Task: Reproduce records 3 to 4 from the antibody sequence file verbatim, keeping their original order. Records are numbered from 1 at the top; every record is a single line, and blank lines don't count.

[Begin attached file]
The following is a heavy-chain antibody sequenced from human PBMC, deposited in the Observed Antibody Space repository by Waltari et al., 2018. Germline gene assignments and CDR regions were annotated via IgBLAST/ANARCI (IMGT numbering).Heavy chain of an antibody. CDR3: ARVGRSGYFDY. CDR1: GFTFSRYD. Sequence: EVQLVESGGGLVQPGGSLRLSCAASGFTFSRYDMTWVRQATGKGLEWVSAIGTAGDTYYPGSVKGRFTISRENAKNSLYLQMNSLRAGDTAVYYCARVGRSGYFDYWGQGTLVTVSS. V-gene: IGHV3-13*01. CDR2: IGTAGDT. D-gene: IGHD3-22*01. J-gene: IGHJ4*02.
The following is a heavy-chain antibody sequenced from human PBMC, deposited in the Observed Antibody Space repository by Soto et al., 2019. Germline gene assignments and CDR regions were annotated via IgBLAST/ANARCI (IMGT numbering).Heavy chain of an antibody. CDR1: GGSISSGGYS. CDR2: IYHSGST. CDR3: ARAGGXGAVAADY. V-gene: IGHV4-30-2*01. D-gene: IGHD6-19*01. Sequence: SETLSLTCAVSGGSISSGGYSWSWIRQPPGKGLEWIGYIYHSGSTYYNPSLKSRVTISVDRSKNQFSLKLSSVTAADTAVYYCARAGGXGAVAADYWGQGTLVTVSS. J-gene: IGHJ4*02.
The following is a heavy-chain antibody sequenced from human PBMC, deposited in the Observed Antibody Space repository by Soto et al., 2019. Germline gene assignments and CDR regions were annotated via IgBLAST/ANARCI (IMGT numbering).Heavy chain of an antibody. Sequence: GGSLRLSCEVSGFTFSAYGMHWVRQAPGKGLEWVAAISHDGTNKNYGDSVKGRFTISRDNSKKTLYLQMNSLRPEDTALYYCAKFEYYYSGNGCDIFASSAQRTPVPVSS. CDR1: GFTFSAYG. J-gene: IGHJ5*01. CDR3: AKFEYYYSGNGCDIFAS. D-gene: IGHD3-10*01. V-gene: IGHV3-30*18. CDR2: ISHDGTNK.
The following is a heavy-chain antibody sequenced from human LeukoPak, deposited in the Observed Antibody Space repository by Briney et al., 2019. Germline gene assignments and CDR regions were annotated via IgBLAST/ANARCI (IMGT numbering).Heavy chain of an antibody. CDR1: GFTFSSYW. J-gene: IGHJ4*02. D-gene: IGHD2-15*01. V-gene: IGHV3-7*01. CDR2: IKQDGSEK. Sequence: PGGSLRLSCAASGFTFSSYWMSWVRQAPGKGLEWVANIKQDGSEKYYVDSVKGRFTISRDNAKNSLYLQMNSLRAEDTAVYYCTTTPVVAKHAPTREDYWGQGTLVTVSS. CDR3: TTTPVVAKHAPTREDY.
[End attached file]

The following is a heavy-chain antibody sequenced from human PBMC, deposited in the Observed Antibody Space repository by Soto et al., 2019. Germline gene assignments and CDR regions were annotated via IgBLAST/ANARCI (IMGT numbering).Heavy chain of an antibody. Sequence: GGSLRLSCEVSGFTFSAYGMHWVRQAPGKGLEWVAAISHDGTNKNYGDSVKGRFTISRDNSKKTLYLQMNSLRPEDTALYYCAKFEYYYSGNGCDIFASSAQRTPVPVSS. CDR1: GFTFSAYG. J-gene: IGHJ5*01. CDR3: AKFEYYYSGNGCDIFAS. D-gene: IGHD3-10*01. V-gene: IGHV3-30*18. CDR2: ISHDGTNK.
The following is a heavy-chain antibody sequenced from human LeukoPak, deposited in the Observed Antibody Space repository by Briney et al., 2019. Germline gene assignments and CDR regions were annotated via IgBLAST/ANARCI (IMGT numbering).Heavy chain of an antibody. CDR1: GFTFSSYW. J-gene: IGHJ4*02. D-gene: IGHD2-15*01. V-gene: IGHV3-7*01. CDR2: IKQDGSEK. Sequence: PGGSLRLSCAASGFTFSSYWMSWVRQAPGKGLEWVANIKQDGSEKYYVDSVKGRFTISRDNAKNSLYLQMNSLRAEDTAVYYCTTTPVVAKHAPTREDYWGQGTLVTVSS. CDR3: TTTPVVAKHAPTREDY.